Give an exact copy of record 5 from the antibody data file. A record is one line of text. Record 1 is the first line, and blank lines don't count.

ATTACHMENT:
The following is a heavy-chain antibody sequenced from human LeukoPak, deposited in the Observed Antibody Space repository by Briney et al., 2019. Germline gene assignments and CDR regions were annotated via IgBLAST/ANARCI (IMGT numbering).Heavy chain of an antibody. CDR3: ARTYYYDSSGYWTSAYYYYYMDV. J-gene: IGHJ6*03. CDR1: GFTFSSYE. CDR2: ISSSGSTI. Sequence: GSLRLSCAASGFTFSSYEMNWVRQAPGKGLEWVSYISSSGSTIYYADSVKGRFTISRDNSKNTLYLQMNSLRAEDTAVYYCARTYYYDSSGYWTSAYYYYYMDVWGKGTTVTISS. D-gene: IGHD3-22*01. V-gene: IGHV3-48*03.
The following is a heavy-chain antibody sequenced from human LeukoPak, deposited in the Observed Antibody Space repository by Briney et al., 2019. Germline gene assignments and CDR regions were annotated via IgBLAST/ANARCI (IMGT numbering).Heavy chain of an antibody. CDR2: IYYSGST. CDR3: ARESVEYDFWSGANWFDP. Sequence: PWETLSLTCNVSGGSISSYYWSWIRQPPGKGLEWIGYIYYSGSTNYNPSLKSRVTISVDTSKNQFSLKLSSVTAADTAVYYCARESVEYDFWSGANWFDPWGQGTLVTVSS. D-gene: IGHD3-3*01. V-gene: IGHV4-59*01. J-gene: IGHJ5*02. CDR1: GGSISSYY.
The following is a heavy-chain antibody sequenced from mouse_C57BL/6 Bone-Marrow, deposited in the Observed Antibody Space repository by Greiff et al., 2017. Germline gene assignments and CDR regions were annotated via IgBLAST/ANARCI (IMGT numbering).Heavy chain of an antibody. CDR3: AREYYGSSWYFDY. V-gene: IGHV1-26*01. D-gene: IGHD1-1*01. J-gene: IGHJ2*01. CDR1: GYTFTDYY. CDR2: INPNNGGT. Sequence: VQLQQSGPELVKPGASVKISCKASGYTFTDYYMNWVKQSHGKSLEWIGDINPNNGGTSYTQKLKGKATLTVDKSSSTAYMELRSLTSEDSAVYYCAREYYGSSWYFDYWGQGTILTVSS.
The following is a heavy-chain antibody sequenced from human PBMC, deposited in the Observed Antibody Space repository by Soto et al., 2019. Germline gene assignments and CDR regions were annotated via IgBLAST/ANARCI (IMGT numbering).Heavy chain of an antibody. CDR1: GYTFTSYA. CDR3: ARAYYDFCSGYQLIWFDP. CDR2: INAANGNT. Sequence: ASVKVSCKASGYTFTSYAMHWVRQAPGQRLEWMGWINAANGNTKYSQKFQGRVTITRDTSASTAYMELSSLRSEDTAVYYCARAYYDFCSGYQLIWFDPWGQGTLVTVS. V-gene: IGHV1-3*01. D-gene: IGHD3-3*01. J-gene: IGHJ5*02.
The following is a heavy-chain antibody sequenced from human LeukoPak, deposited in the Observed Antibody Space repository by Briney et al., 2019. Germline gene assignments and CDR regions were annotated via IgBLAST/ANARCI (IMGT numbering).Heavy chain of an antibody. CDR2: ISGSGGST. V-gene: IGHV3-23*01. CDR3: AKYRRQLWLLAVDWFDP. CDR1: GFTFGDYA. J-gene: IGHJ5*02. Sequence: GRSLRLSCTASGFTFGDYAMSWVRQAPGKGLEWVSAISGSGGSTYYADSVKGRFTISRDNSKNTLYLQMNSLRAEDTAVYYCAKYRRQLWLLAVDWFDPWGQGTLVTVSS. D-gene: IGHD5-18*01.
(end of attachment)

The following is a heavy-chain antibody sequenced from human LeukoPak, deposited in the Observed Antibody Space repository by Briney et al., 2019. Germline gene assignments and CDR regions were annotated via IgBLAST/ANARCI (IMGT numbering).Heavy chain of an antibody. CDR2: ISGSGGST. V-gene: IGHV3-23*01. CDR3: AKYRRQLWLLAVDWFDP. CDR1: GFTFGDYA. J-gene: IGHJ5*02. Sequence: GRSLRLSCTASGFTFGDYAMSWVRQAPGKGLEWVSAISGSGGSTYYADSVKGRFTISRDNSKNTLYLQMNSLRAEDTAVYYCAKYRRQLWLLAVDWFDPWGQGTLVTVSS. D-gene: IGHD5-18*01.